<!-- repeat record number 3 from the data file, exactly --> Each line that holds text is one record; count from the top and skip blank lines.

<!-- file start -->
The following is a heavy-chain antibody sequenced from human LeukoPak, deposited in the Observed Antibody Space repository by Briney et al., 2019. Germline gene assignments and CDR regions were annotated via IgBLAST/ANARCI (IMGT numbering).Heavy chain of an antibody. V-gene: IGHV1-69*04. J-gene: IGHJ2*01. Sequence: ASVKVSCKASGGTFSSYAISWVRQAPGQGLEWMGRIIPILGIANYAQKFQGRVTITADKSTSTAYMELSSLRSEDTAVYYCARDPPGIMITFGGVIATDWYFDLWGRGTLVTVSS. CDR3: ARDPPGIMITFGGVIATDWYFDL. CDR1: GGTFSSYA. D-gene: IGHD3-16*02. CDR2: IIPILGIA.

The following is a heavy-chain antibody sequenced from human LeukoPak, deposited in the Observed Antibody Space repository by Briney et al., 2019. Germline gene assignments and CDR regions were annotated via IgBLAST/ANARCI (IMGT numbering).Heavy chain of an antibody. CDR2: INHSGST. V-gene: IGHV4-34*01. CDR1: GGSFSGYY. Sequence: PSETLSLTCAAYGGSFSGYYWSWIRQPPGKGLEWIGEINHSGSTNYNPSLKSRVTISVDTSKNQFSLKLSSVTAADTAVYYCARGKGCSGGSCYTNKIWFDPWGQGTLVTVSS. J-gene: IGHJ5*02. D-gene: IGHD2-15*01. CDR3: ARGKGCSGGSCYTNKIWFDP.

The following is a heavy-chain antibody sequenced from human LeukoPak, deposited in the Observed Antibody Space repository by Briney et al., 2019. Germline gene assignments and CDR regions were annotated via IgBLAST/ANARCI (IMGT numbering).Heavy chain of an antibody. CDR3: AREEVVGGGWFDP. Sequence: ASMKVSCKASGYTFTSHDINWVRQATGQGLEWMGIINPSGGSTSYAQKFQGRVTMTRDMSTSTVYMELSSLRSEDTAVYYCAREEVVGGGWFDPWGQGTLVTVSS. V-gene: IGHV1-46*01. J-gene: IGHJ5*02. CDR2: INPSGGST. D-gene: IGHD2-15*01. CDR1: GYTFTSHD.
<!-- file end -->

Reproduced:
The following is a heavy-chain antibody sequenced from human LeukoPak, deposited in the Observed Antibody Space repository by Briney et al., 2019. Germline gene assignments and CDR regions were annotated via IgBLAST/ANARCI (IMGT numbering).Heavy chain of an antibody. CDR3: AREEVVGGGWFDP. Sequence: ASMKVSCKASGYTFTSHDINWVRQATGQGLEWMGIINPSGGSTSYAQKFQGRVTMTRDMSTSTVYMELSSLRSEDTAVYYCAREEVVGGGWFDPWGQGTLVTVSS. V-gene: IGHV1-46*01. J-gene: IGHJ5*02. CDR2: INPSGGST. D-gene: IGHD2-15*01. CDR1: GYTFTSHD.